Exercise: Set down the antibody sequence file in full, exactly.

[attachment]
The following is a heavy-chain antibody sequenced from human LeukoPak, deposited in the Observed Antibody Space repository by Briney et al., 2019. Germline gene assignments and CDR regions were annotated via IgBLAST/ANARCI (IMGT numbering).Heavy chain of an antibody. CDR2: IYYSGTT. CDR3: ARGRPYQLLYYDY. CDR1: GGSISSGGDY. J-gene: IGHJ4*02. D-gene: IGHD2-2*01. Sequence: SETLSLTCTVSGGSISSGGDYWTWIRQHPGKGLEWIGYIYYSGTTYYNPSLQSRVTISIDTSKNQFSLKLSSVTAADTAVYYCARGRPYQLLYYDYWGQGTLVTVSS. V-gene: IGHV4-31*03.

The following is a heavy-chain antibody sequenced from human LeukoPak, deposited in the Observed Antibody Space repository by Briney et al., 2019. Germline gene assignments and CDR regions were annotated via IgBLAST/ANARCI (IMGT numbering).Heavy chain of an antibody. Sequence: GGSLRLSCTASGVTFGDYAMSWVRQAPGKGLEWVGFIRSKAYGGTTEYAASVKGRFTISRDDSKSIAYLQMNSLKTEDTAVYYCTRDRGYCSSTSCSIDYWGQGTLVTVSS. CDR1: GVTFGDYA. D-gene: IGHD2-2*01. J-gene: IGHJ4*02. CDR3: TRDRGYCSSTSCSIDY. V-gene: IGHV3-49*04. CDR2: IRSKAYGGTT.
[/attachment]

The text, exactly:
The following is a heavy-chain antibody sequenced from human LeukoPak, deposited in the Observed Antibody Space repository by Briney et al., 2019. Germline gene assignments and CDR regions were annotated via IgBLAST/ANARCI (IMGT numbering).Heavy chain of an antibody. CDR2: IYYSGTT. CDR3: ARGRPYQLLYYDY. CDR1: GGSISSGGDY. J-gene: IGHJ4*02. D-gene: IGHD2-2*01. Sequence: SETLSLTCTVSGGSISSGGDYWTWIRQHPGKGLEWIGYIYYSGTTYYNPSLQSRVTISIDTSKNQFSLKLSSVTAADTAVYYCARGRPYQLLYYDYWGQGTLVTVSS. V-gene: IGHV4-31*03.

The following is a heavy-chain antibody sequenced from human LeukoPak, deposited in the Observed Antibody Space repository by Briney et al., 2019. Germline gene assignments and CDR regions were annotated via IgBLAST/ANARCI (IMGT numbering).Heavy chain of an antibody. Sequence: GGSLRLSCTASGVTFGDYAMSWVRQAPGKGLEWVGFIRSKAYGGTTEYAASVKGRFTISRDDSKSIAYLQMNSLKTEDTAVYYCTRDRGYCSSTSCSIDYWGQGTLVTVSS. CDR1: GVTFGDYA. D-gene: IGHD2-2*01. J-gene: IGHJ4*02. CDR3: TRDRGYCSSTSCSIDY. V-gene: IGHV3-49*04. CDR2: IRSKAYGGTT.